The medium to coarse grained Middledale Gabbroic Diorite crops out as a ~3 km2 high-level mafic igneous rock near Temora, NSW, where it intrudes the Lower Paleozoic Bronxhome and the Combaning Formations in the Lachlan Orogen. Dominant primary minerals are plagioclase feldspar, hornblende, pyroxene, ilmenite and haematite. Although the rock is extremely fresh, late stage (deuteric) alteration has led to varied replacement of augite by cummingtonite, hypersthene by actinolite, and hornblende by chlorite. Secondary epidote is also common.
Selected in 1998 as a potentially useful unit for defining part of the chronology of this Palaeozoic terrane, this rock has since become the source of one of the most important world-wide reference standards for geological dating. Now known as TEMORA 2, the potential of this standard was initially established by scientists from Geoscience Australia, the Australian National University, and the University of Toronto.
Its popularity is based on the quality (and to a lesser extent, quantity) of its zircon, a constituent trace-mineral. Zircon dating is based on the radioactive decay of uranium and thorium to lead. The strength of the TEMORA zircon is that it has essentially neither lost nor gained any of those elements since host rock crystallisation 417 million years ago (very close to the boundary between the Silurian and the Devonian Periods). This means that even different zircon grains within this rock consistently yield the same age, a vital prerequisite for a geochronological standard.
Over recent decades, micro-beam methodologies using such instruments as the versatile and widely used SHRIMP (an ion-microprobe developed and manufactured at the ANU) have become vitally important to geochronology. These instruments, however, do not immediately yield numerical ages. In order to compensate for instrumental bias, the derivation of a numerical age requires the unknown zircon to be concurrently analysed with a zircon of known age (the reference standard). It is crucial that the isotopic composition of the standard is as homogeneous as possible, because any heterogeneity will translate into extra uncertainty in the age derived for the zircon being dated. The value of the TEMORA zircon for this task is exemplified by its popularity, with it now being used in more than a hundred different U-Pb dating laboratories throughout the world. And, since becoming accepted as a preferred reference standard for this phase of geological research, the TEMORA zircon has also been proven to be a quality isotopic standard for hafnium and for oxygen isotopic research, which provide additional valuable information on a rock’s history.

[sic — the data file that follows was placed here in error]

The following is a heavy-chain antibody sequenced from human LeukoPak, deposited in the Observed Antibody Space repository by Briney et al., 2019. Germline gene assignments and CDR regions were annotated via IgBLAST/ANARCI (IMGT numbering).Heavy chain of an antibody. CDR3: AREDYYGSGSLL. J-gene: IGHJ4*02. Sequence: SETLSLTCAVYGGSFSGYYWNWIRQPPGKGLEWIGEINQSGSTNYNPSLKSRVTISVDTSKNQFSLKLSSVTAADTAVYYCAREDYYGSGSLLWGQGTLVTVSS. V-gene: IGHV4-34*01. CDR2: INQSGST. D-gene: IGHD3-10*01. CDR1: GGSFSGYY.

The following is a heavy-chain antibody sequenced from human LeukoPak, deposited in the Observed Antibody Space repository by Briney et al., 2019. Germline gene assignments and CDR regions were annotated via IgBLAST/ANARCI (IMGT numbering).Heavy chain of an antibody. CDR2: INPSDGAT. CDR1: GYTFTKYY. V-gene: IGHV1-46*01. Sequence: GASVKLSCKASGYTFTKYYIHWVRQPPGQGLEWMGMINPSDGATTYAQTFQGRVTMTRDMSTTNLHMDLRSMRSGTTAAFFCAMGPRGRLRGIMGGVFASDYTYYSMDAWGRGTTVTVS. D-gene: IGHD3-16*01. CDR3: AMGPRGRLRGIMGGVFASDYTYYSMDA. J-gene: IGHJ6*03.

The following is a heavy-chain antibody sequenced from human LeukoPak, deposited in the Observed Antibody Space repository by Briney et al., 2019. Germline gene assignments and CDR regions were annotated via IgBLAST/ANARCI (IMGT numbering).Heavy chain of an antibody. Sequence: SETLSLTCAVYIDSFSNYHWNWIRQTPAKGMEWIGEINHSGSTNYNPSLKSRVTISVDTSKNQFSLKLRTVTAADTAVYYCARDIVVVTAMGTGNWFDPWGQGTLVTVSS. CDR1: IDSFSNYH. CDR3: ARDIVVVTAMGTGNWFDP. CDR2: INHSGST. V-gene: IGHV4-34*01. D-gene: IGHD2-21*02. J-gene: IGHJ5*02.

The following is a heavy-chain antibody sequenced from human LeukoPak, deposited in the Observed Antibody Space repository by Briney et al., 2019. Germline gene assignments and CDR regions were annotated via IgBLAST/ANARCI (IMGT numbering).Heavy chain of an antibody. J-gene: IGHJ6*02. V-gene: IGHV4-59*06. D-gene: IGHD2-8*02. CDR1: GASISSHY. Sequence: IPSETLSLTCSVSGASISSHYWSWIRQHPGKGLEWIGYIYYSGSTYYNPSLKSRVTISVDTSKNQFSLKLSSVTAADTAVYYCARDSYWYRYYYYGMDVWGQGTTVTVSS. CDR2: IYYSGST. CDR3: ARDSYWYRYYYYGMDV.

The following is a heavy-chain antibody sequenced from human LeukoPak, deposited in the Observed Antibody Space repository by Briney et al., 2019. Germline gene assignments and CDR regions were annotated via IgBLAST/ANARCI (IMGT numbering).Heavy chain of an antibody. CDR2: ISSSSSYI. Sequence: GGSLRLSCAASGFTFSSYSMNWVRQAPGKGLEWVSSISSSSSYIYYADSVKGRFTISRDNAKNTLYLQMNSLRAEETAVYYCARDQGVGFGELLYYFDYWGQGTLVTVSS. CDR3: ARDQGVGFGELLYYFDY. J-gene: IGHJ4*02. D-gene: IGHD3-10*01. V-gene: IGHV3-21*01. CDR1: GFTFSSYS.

Over recent years the Middledale Gabbroic Diorite outcrop has been well visited. Some overseas scientists have been particularly keen to pay homage to the site that has played a critical role in the reliability of the ages being produced in their home laboratories.
A decade and a half ago, the age of the Middledale Gabbroic Diorite was only poorly known. Now it is one of the most frequently and best dated rocks, not only in Australia, but throughout the world.
Want to know more?
Black, L.P., Kamo, S.L., Allen, C.M., Aleinikoff, J.N., Davis, D.W., Korsch, R.J. and Foudoulis, C., 2003a. TEMORA 1: a new zircon standard for Phanerozoic U-Pb geochronology. Chemical Geology, 200, 155–170. https://doi.org/10.1016/S0009-2541(03)00165-7
Black, L.P., Kamo, S.L., Williams, I.S., Mundil, R., Davis, D.W., Korsch, R.J. and Foudoulis, C., 2003b. The application of SHRIMP to Phanerozoic geochronology; a critical appraisal of four zircon standards. Chemical Geology, 200, 171–188. https://doi.org/10.1016/S0009-2541(03)00166-9
Black, L.P., Kamo, S.L., Allen, C.M., Davis, D.W., Aleinikoff, J.N., Valley, J.W., Mundil, R., Campbell, I.H., Korsch, R.J., Williams, I.S. and Foudoulis, C., 2004. Improved 206Pb/238U microprobe geochronology by the monitoring of a trace-element-related matrix effect; SHRIMP, ID-TIMS, ELA-ICP-MS and oxygen isotope documentation for a series of zircon standards. Chemical Geology 205, 115–140. https://doi.org/10.1016/j.chemgeo.2004.01.003